Mr Hughes said he knew of other churches in which rifts had formed. “There is a large body of Anglican clergy who are convinced this is the wrong way to go.” There was also a group of lawyers — including two QCs — who were working on a legal challenge to the church’s move. Two-thirds of St Michael’s board had also resigned as had half the staff, while Mr Hughes was in talks with a non-Anglican church to take over as minister.

Well done Charlie Hughes. Closer to home we have another leader who has decided that standing on principle is far better than compromise. Up in Queensland one college head has stood his ground, even though the forces of PC are now baying for his blood. The story begins:

The principal of a Christian College has come under fire for transferring two student teachers after they turned up for work dressed in traditional Muslim headwear. The two women, in their final year of a teaching degree, had started a work placement at Redlands College this year. In a newsletter addressed to the school’s parents on Tuesday, principal Mark Bensley outlined his reasons for dismissing the pair, explaining he had acted out of a “duty of care”.

“I have a duty of care to ensure that those teaching at the College are actively supporting the Christian principles, practices and beliefs of the College,” he wrote. “I see the wearing of the hijab as openly acting in a manner that is contrary to or inconsistent with these principles, practices and beliefs.” The principal explained that he had arranged for both students to transfer to another school to complete their respective field work. “While I respect their desire to wear a hijab, I feel it’s inappropriate to do so at Redlands College,” he wrote.

A statement issued to The Sunday Mail said, as a Christian school, Redlands College “respects and loves all people, from all backgrounds and religions”. “However we don’t hide our Christian values and we provide an important educational option for families seeking Christian education. “We are not aware that they (student teachers) had any concerns, and it is our understanding that all parties came to a mutual agreement for the benefit of all.”

Predictably, it was clueless Christians who made the biggest stink:

One Redlands College parent, Jennie Duke, took to social media to express her disappointment at the school’s decision. “So very sad that my daughter attends this school and my university sends our student teachers there,” Ms Duke wrote. While some have labelled Redlands College “Redneck College”, others have questioned Mr Bensley’s Christian faith. “It’s not very “Christian like” for a Christian school to tell student teachers that they are not welcome to teach and learn because they wear a hijab,” one user wrote.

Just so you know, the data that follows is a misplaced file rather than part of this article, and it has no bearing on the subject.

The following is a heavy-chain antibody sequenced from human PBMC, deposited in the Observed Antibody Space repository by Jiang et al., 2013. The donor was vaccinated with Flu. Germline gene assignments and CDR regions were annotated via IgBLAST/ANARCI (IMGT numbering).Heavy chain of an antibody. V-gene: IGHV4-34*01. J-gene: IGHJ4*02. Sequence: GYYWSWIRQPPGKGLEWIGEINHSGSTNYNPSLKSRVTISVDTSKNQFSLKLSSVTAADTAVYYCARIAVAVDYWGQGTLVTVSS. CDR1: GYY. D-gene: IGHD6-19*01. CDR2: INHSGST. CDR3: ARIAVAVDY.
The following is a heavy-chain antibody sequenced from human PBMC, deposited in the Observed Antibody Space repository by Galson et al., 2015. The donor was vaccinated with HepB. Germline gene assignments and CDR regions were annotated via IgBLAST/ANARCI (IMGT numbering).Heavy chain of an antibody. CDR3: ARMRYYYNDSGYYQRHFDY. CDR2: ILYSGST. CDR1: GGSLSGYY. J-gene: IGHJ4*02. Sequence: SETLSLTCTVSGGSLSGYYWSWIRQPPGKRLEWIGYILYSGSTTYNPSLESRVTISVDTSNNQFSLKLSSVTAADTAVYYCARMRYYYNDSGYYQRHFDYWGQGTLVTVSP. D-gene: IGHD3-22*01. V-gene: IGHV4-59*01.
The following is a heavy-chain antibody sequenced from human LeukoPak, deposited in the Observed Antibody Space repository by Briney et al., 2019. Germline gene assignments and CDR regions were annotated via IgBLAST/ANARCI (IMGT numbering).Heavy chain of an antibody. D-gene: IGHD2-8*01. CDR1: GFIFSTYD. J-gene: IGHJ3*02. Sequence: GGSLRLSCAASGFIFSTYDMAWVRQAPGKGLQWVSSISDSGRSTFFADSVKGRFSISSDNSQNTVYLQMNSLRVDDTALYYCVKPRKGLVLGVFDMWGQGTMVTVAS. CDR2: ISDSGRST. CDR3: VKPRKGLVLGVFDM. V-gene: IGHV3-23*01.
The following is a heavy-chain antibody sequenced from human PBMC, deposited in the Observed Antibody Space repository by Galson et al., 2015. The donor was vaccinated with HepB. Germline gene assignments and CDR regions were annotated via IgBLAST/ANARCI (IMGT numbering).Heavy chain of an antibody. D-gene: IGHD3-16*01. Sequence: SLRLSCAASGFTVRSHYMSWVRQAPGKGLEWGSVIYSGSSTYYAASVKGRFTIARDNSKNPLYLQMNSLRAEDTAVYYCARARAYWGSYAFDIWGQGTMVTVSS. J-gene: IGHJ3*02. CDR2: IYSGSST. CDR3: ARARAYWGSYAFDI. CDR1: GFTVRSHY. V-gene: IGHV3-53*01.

Of course it is Christlike to stand up for Christian principles. If someone attends a Christian college, they should abide by the ethos and rules of the school. Just imagine if a Christian demanded to parade around a Muslim school with a cross and a Bible. It would never happen of course.

The TV news also got this wrong big time, siding as they usually do with the Muslim community. They even claimed that Muslim leaders said that Christians are free to do as they please in Muslim schools. Umm, no. Consider just one case. The headline goes this way: “Furious debate as teachers at Islamic College of SA’s West Croydon campus ordered to wear hijab or face sack”.

The February 11, 2013 story began this way: “A warning from South Australia’s biggest Islamic school that teachers – including many non-Muslims – will lose their jobs if they do not wear a hijab to school functions and outings has sparked outrage.” So much for Christian freedoms in Muslim schools.”

So well done to Mark Bensley for sticking to his guns. He and Hughes are champions in my books. I sure wish we had more Christian leaders like them, instead of all the invertebrates we find all over Western Christendom today. It is time for those who name the name of Christ to stand and stand strong.

Hopefully this is just the beginning.



Bishop Michael Gill’s Ad Clerum (2/2014)

My Bishop (Rt Rev Michael Gill) sent out an exceptionally good Ad Clerum earlier this month. I saw it up on the TAC Website in an amongst some other news and announcements.  It really gives the reader a proper idea of the current conditions as well as more on the difficult work being done here in South Africa in the cause of Christ and His Gospel. I therefore replicate it here for your edification.